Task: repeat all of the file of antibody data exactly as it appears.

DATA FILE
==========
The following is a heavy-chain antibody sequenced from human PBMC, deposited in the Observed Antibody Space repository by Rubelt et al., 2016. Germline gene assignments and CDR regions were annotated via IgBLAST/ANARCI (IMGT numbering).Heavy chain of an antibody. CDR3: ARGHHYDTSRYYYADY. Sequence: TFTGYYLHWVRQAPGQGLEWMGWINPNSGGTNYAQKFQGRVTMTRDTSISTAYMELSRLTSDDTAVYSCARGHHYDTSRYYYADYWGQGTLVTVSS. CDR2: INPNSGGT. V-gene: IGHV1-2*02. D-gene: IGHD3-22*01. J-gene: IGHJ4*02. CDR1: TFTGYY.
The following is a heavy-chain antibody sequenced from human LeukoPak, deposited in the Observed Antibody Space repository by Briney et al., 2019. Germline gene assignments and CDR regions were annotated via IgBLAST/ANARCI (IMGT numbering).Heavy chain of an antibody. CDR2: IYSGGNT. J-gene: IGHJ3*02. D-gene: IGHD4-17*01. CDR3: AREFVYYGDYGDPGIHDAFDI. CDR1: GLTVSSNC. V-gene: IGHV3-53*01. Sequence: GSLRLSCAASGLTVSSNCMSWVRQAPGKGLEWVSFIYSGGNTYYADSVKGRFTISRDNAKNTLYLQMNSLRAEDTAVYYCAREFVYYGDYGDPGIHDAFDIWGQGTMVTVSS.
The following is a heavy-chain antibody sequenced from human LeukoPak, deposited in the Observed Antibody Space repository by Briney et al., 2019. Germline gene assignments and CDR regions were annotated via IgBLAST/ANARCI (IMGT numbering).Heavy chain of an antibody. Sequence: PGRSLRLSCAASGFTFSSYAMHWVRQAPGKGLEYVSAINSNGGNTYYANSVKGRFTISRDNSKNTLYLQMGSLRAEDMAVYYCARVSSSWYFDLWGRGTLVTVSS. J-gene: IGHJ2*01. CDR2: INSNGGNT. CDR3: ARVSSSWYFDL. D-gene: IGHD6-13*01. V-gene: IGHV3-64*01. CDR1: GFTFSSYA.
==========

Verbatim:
The following is a heavy-chain antibody sequenced from human PBMC, deposited in the Observed Antibody Space repository by Rubelt et al., 2016. Germline gene assignments and CDR regions were annotated via IgBLAST/ANARCI (IMGT numbering).Heavy chain of an antibody. CDR3: ARGHHYDTSRYYYADY. Sequence: TFTGYYLHWVRQAPGQGLEWMGWINPNSGGTNYAQKFQGRVTMTRDTSISTAYMELSRLTSDDTAVYSCARGHHYDTSRYYYADYWGQGTLVTVSS. CDR2: INPNSGGT. V-gene: IGHV1-2*02. D-gene: IGHD3-22*01. J-gene: IGHJ4*02. CDR1: TFTGYY.
The following is a heavy-chain antibody sequenced from human LeukoPak, deposited in the Observed Antibody Space repository by Briney et al., 2019. Germline gene assignments and CDR regions were annotated via IgBLAST/ANARCI (IMGT numbering).Heavy chain of an antibody. CDR2: IYSGGNT. J-gene: IGHJ3*02. D-gene: IGHD4-17*01. CDR3: AREFVYYGDYGDPGIHDAFDI. CDR1: GLTVSSNC. V-gene: IGHV3-53*01. Sequence: GSLRLSCAASGLTVSSNCMSWVRQAPGKGLEWVSFIYSGGNTYYADSVKGRFTISRDNAKNTLYLQMNSLRAEDTAVYYCAREFVYYGDYGDPGIHDAFDIWGQGTMVTVSS.
The following is a heavy-chain antibody sequenced from human LeukoPak, deposited in the Observed Antibody Space repository by Briney et al., 2019. Germline gene assignments and CDR regions were annotated via IgBLAST/ANARCI (IMGT numbering).Heavy chain of an antibody. Sequence: PGRSLRLSCAASGFTFSSYAMHWVRQAPGKGLEYVSAINSNGGNTYYANSVKGRFTISRDNSKNTLYLQMGSLRAEDMAVYYCARVSSSWYFDLWGRGTLVTVSS. J-gene: IGHJ2*01. CDR2: INSNGGNT. CDR3: ARVSSSWYFDL. D-gene: IGHD6-13*01. V-gene: IGHV3-64*01. CDR1: GFTFSSYA.